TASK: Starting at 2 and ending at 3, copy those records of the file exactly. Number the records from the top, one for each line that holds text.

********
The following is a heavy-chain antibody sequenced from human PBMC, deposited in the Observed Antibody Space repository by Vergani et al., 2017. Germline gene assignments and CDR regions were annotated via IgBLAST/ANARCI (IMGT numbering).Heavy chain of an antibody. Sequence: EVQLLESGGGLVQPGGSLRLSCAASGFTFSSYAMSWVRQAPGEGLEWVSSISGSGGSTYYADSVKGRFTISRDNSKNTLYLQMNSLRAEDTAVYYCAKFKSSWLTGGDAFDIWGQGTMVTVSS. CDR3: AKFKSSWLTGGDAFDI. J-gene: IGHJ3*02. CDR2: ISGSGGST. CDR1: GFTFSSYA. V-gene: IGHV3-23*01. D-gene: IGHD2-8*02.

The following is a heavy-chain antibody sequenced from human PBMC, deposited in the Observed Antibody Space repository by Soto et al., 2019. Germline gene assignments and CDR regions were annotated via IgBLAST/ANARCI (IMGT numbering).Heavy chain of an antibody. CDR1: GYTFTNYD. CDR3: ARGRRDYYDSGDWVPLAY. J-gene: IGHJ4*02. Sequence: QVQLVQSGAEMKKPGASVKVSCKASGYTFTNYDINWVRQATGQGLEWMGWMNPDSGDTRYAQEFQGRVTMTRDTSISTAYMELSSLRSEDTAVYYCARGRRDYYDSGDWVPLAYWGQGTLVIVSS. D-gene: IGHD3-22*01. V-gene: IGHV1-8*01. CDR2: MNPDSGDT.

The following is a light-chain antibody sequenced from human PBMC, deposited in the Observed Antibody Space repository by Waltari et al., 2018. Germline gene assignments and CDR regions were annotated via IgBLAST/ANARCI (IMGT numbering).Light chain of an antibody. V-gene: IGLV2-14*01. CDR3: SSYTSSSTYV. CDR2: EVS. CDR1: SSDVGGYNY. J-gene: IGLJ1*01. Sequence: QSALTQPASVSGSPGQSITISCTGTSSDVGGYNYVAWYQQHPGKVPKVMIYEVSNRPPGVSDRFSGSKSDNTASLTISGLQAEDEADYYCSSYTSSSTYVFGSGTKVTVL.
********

The following is a heavy-chain antibody sequenced from human PBMC, deposited in the Observed Antibody Space repository by Soto et al., 2019. Germline gene assignments and CDR regions were annotated via IgBLAST/ANARCI (IMGT numbering).Heavy chain of an antibody. CDR1: GYTFTNYD. CDR3: ARGRRDYYDSGDWVPLAY. J-gene: IGHJ4*02. Sequence: QVQLVQSGAEMKKPGASVKVSCKASGYTFTNYDINWVRQATGQGLEWMGWMNPDSGDTRYAQEFQGRVTMTRDTSISTAYMELSSLRSEDTAVYYCARGRRDYYDSGDWVPLAYWGQGTLVIVSS. D-gene: IGHD3-22*01. V-gene: IGHV1-8*01. CDR2: MNPDSGDT.

The following is a light-chain antibody sequenced from human PBMC, deposited in the Observed Antibody Space repository by Waltari et al., 2018. Germline gene assignments and CDR regions were annotated via IgBLAST/ANARCI (IMGT numbering).Light chain of an antibody. V-gene: IGLV2-14*01. CDR3: SSYTSSSTYV. CDR2: EVS. CDR1: SSDVGGYNY. J-gene: IGLJ1*01. Sequence: QSALTQPASVSGSPGQSITISCTGTSSDVGGYNYVAWYQQHPGKVPKVMIYEVSNRPPGVSDRFSGSKSDNTASLTISGLQAEDEADYYCSSYTSSSTYVFGSGTKVTVL.